It’s close to tax time, and my husband reminded me that we needed to fund our IRAs so we can get the deduction. We are extremely serious about saving money, so much so that we live in a studio apartment and we don’t own a car. All we had to do was to transfer the money from our regular bank to E*TRADE, where we keep our retirement munneh. Takes like 10 minutes.
We’ve been talking about this pretty much for a year, so funding our IRAs was not a decision point. We didn’t need to discuss what we were going to do; we just did it. This is a massive, huge help. Taking action on something that you understand, when you feel confident that you know what to do, is just exactly as easy as ordering a pizza. Maybe even more so!
Our position is subjective. It’s a matter of personal opinion. It’s a policy decision that we’ve made independently, based on what we think about current events, the economy, future trends, planetary alignments, or whatever. Lots of other people can and do make different decisions based on their own personal opinions and positions. My husband and I both like pineapple on our pizza, while recognizing that lots of other people don’t, and that’s fine. The truth is that those people are wrong, pineapple on pizza is delectable, and it always will be. The truth about investments is that one position may pay off very well in one year, and not pay off in a different year, because conditions change all the time.
The main risk is in saving nothing. Living on 100% of what you make, or living off credit cards because you actually spend more than you earn. I’ve been there, I get it.
Back to the story. I now had $5500 in cash in my IRA account.
Nice, flat green American dollars.
Those dollars belong to Old Me. Future Me, playing with her Future Phone, riding around town in her flying car and wearing a metallic body stocking. You’re welcome, Future Me!
What I’m supposed to do is to then use my nice, carefully saved $5500 and buy shares of various stocks or funds or bonds (*snort*) with it. As that money sits in cash, it is not technically an investment. It won’t earn a single penny in interest, no matter how long I leave it there.
A lot of people do this on accident, not realizing that their IRA account is basically just an electronic envelope to hold their money. (Or collect dividends, which I think of as “money babies.”)
Okay, so. Here is where it starts to get good.
My hubby and I had both already decided to leave our 2017 IRA contributions in cash, because we anticipate a significant market drop. We have our own separate investment accounts, and we make our own decisions, because we earned that money from our own careers and we have our own strategies. This is a type of diversification. Cognitive diversification! We do our own research and our own analysis, and we trade notes. As it turns out, my investments outperformed his last year (heh heh heh) and sometimes he buys into some of the same stuff that I do. We high-fived after transferring the money.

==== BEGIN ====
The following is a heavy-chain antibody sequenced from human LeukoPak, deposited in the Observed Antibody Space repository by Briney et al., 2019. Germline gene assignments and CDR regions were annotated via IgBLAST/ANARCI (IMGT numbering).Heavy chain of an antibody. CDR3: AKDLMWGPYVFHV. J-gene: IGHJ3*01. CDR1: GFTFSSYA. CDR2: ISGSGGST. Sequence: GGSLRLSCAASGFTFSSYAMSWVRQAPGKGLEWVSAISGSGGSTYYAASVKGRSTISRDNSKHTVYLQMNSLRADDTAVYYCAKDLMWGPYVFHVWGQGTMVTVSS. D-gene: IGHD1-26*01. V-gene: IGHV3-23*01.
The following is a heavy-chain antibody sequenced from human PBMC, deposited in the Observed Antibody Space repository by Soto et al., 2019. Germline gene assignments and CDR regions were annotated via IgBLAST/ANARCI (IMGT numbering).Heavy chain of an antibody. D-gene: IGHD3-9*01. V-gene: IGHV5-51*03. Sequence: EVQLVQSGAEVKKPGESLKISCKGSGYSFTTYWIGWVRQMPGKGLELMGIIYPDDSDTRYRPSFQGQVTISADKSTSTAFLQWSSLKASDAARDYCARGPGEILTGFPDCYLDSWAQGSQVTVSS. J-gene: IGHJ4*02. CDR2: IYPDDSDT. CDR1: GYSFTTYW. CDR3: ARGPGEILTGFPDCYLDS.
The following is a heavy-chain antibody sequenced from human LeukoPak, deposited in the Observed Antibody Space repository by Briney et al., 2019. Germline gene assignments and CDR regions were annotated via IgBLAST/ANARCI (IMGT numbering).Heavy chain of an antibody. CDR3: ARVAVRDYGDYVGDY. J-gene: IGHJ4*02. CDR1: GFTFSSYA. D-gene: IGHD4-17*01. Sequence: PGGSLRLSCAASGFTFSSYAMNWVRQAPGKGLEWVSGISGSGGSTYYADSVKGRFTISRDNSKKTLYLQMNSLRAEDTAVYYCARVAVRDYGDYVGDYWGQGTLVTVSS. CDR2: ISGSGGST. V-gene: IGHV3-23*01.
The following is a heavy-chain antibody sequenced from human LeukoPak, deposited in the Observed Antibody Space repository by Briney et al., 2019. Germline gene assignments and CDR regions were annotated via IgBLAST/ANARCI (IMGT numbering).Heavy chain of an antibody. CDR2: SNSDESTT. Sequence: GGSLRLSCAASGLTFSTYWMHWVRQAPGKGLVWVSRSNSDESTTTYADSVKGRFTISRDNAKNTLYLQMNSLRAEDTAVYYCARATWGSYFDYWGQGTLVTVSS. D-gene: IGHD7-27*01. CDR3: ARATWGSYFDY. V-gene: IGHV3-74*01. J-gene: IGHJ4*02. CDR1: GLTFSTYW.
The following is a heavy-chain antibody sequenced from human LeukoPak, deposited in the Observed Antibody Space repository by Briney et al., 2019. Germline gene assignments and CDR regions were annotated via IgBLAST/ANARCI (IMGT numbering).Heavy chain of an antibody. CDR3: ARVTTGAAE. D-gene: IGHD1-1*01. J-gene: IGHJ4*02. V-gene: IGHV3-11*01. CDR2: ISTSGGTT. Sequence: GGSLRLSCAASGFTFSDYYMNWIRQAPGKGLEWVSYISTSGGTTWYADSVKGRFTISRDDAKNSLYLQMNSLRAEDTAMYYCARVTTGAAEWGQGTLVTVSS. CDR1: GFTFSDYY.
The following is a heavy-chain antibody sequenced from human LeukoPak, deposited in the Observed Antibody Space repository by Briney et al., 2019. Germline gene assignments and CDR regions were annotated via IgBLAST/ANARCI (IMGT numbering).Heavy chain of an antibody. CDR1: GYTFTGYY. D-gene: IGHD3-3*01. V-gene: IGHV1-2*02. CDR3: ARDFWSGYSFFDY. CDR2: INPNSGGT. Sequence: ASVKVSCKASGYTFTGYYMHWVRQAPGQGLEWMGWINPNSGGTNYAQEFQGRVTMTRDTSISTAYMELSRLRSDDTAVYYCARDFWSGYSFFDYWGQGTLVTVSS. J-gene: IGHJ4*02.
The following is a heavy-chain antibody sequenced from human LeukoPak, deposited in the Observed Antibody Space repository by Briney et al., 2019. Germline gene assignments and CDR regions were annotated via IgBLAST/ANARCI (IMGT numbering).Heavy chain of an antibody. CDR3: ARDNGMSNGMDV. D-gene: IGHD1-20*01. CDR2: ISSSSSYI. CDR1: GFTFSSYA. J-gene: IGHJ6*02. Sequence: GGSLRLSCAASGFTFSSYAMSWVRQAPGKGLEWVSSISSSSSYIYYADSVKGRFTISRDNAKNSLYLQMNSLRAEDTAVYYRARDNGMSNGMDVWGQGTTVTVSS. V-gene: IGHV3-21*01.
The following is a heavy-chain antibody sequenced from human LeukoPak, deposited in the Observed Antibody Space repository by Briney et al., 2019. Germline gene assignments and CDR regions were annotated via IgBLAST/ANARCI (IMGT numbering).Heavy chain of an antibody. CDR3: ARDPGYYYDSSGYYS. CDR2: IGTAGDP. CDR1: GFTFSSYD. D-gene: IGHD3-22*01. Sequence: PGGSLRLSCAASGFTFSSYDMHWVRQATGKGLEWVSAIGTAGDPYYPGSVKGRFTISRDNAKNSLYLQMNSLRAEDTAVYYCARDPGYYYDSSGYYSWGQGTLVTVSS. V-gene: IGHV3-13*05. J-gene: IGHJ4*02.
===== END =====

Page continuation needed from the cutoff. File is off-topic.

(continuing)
THE VERY NEXT MORNING
The market tanked!
My 5500 nice flat green American dollars are still sitting in my cash account, untouched by the ravages of a 734-point market drop. (Followed by ANOTHER drop of 425 points the following day!)
If I had bought shares of anything off my shopping list, they would have been worth less later that same day. I would have lost a bunch of my IRA money within just HOURS of “investing” it.
Not sure if I would have cried or punched a hole in the wall, but...
Instead, I laughed. I laughed because this time I saw it coming. I didn’t know it would happen that fast, but I was stone-cold certain that in “the very near future” my shares would be worth less than they are now. In fact the value of my investment portfolio did drop over $1000 that day, but that’s okay because it’s still worth more than it was when I started. I also believe it will be worth more in three years than it is today. More importantly, I believe it will be worth more in 25 years, when Future Me comes to claim it.
I’m not good at math - if you don’t believe me, come out to lunch with me and watch how long it takes me to calculate the tip. If someone like me, someone who started out flat broke, with poor arithmetic skills, can learn how to invest, then probably anyone can. The main thing is that you have to take the needs of Old You as seriously as you take the needs of Today You. That tends to make you careful and attentive.
If you don’t have an IRA account set up, call someone at your bank, or if you hate making business calls as much as I do, you can probably do it on their website. If you want to get into investing for the first time, hang onto that money. Then start watching the headlines. When you start to see panic about record drops in the stock market, find a nice index fund and put your money into it. Pretend it isn’t there until this time next year. In the meantime, see if you can find a way to put aside $100 a week, or $20 a week, or $5 a week, or even $1 a week. Future You is going to thank you for it.
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I've been working with chronic disorganization, squalor, and hoarding for over 20 years. I'm also a marathon runner who was diagnosed with fibromyalgia and thyroid disease 17 years ago.